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5 Free Websites That Offer Employee Training

Employee satisfaction, production, and loyalty are complex topics. What works for one company may not work for another, but all of them are a priority to a successful business.

One strategy that has proven benefits is a commitment to the individual’s professional growth. Employees want to feel like working for you can help them make more money and take on more responsibilities in the future. Offering opportunities to promote that growth and advancement is often a great way to help the employee feel valued, and possibly give them more knowledge to help your company.

Affordable and Free Training for Your Employees

Offering sponsored training programs to your employees can be a great way to encourage your employee’s professional growth.

Giving them money they can use to enrol in classes after work, or finding them training programs that may help their professional career is something that not only improves satisfaction, production, and loyalty, but may also help you spot those that deserve to move up in your company by seeing which employees take advantage of those types of programs.

But training programs may not be available everywhere, and not every company can afford to pay the tuition fees for their employees. So you may want to look into free training programs, and simply make them available on company time. The following websites offer free courses and classes that you can offer your employees to improve their knowledge and abilities:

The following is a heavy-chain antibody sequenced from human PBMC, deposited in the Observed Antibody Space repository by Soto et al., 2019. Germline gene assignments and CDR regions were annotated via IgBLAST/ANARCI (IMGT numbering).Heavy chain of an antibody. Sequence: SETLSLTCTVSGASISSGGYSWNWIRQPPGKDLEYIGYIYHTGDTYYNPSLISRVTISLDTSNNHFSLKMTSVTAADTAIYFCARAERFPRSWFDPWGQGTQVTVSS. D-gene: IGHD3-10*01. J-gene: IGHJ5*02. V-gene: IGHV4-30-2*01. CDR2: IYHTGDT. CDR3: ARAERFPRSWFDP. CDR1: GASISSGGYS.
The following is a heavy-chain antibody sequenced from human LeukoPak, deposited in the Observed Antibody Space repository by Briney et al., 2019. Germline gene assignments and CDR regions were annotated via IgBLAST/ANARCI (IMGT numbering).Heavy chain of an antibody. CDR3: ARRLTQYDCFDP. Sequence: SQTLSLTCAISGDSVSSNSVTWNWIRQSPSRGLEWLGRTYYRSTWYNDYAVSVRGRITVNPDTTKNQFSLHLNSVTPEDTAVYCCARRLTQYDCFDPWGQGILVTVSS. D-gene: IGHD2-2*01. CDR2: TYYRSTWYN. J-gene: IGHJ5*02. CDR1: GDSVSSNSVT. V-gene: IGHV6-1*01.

All of these are free, relevant to a variety of industries, and great for continuing your employee’s education. If you give your employee the encouragement to study them while at work, or to do so in a way that isn’t just “on their free time” (such as with a financial incentive), you can help assist their growth and improve satisfaction in the process.

Find the Best Ways to Make Employees Happy

From college tuition to mentorship to workshops, there are many different ways to help your employees grow professionally. Find the ways that make the most sense for your company and your industry, and you’ll help create the next

How Many Interviews are Too Many?

More and more companies are changing the process they use to identify who they want to hire out of the pool of applicants. Some have added questionnaires, which they use to pre-screen applicants before determining who to call. Others add IQ tests. Some have:

  • Phone interviews
  • Skype Interviews
  • Panel interviews
  • First Interviews
  • Second Interviews
  • Third interviews

In between, they may ask for samples of work completed, have follow up phone calls, and more…

At some point, it’s too much.

The Upper Limit of Interviews and Candidate Vetting

There are some companies that do not do enough. They have maybe one interview and if they like the person they hire them. That’s not the best way to find new hires because there are simply too many variables that go into determining who is the right fit for your company.